Who is this course for?

Students with a degree in physical sciences, engineering, mathematics computer science (or related area) who wish to apply their numeric skills to solve biomedical problems with big data.

Stream Objectives

Students will gain experience in analysing and modelling big data from technologically advanced techniques applied to biomedical questions. Individuals who successfully complete the course will have developed the ability to:

• Perform novel computational informatics research and exercise critical scientific thought in the interpretation of results.
• Implement and apply sophisticated statistical and machine learning techniques in the interrogation of large and complex
biomedical data sets.
• Understand the cutting edge technologies used to conduct molecular phenotyping studies on a large scale.
• Interpret and present complex scientific data from multiple sources.
• Mine the scientific literature for relevant information and develop research plans.
• Write a grant application, through the taught grant-writing exercise common to all MRes streams.
• Write and defend research reports through writing, poster presentations and seminars.
• Exercise a range of transferable skills by taking short courses taught through the Graduate School and the core programme of the
MRes Biomedical Research degree.

Projects

A wide range of research projects is made available to students twice a year. The projects available to each student are determined by their stream. Students may have access from other streams, but have priority only on projects offered by their own stream. Example projects for Data Science include (but are not limited to):

• Integration of Multi-Platform Metabolic Profiling Data With Application to Subclinical Atherosclerosis Detection
• What Makes a Biological Pathway Useful? Investigating Pathway Robustness
• Bioinformatics for mass spectrometry imaging in augmented systems histology
• Processing of 3D imaging hyperspectral datasets for explorative analysis of tumour heterogeneity
• Fusion of molecular and clinical phenotypes to predict patient mortality
• 4-dimensional visualization of high throughput molecular data for surgical diagnostics
• Modelling short but highly multivariate time series in metabolomics and genomics
• Searching for the needle in the haystack: statistically enhanced pattern detection in high resolution molecular spectra

Visit the MRes in Biomedical Research (Data Science) page on the Imperial College London web site for more details!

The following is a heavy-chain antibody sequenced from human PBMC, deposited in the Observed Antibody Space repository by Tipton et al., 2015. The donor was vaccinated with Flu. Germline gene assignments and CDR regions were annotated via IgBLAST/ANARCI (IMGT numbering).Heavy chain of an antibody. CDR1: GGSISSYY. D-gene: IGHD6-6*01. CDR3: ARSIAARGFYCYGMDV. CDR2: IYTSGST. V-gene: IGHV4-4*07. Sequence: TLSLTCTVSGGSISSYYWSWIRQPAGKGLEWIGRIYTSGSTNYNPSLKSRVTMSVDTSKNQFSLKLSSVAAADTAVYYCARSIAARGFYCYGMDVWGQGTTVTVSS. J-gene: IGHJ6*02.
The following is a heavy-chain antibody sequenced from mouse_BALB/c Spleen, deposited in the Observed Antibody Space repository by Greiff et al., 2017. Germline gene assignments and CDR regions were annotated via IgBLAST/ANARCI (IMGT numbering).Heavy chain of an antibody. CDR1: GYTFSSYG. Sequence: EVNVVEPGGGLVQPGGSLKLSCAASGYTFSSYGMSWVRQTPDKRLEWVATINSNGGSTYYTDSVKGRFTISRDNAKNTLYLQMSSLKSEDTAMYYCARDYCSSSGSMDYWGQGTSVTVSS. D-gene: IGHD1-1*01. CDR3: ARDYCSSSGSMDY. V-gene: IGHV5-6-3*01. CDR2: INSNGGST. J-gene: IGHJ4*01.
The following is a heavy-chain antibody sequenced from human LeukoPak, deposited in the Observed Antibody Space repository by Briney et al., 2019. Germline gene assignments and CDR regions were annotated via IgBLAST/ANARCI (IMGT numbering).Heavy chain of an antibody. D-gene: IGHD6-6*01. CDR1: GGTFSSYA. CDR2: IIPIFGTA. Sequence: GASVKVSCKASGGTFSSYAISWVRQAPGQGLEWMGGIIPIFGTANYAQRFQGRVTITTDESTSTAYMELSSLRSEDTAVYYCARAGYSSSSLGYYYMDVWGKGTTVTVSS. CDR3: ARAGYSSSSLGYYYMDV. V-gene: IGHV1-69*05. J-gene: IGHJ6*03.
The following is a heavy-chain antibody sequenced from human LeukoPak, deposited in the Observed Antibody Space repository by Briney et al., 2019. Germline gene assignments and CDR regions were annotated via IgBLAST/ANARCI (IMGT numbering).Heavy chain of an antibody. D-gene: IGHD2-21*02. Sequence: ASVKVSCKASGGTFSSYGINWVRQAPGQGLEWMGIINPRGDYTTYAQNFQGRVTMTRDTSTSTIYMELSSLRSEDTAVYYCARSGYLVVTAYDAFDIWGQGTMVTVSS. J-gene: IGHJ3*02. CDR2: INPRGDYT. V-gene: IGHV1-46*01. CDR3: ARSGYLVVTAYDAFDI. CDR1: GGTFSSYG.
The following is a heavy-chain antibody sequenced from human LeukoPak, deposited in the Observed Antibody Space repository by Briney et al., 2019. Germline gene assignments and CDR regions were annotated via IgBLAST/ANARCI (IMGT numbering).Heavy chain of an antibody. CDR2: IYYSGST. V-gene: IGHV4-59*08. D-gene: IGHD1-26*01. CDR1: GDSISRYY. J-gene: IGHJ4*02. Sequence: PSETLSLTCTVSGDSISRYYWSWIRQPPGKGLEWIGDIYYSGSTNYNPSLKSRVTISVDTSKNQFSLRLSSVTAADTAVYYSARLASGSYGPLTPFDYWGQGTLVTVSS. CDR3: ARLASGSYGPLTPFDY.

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This programme is normally aimed at those intending to undertake a PhD. It provides a broad and balanced foundation of biological, biomedical and biochemical knowledge and skills, including laboratory skills. Read more
This programme is normally aimed at those intending to undertake a PhD. It provides a broad and balanced foundation of biological, biomedical and biochemical knowledge and skills, including laboratory skills.

You will take advantage of an excellent learning environment to advance personal scholarship through the study of the biological sciences/medical sciences interface with particular reference to interdisciplinary biomedical research. You will also learn about the critical evaluation of evidence, literature searching and writing literature reviews, and preparing a research proposal

Teaching is through seminars and lectures and laboratory-based research projects with individual supervision from your tutor.

Is it right for me?

You will need a good academic background, normally at least an upper second class degree (2:1) or equivalent.

A taught postgraduate course at Warwick can offer you advanced and detailed study in the subject of your first degree or you can develop specific skills for your chosen career in the workplace.

Whichever way you wish to take your postgraduate study in the future, we are looking for bright, talented and motivated individuals who are willing to make a real contribution to graduate study at Warwick.

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The MRes in Biomedical Research offers advanced research training in a broad range of laboratory based medical science. The emphasis of the course is how to do successful research and the research area is decided by the student. Read more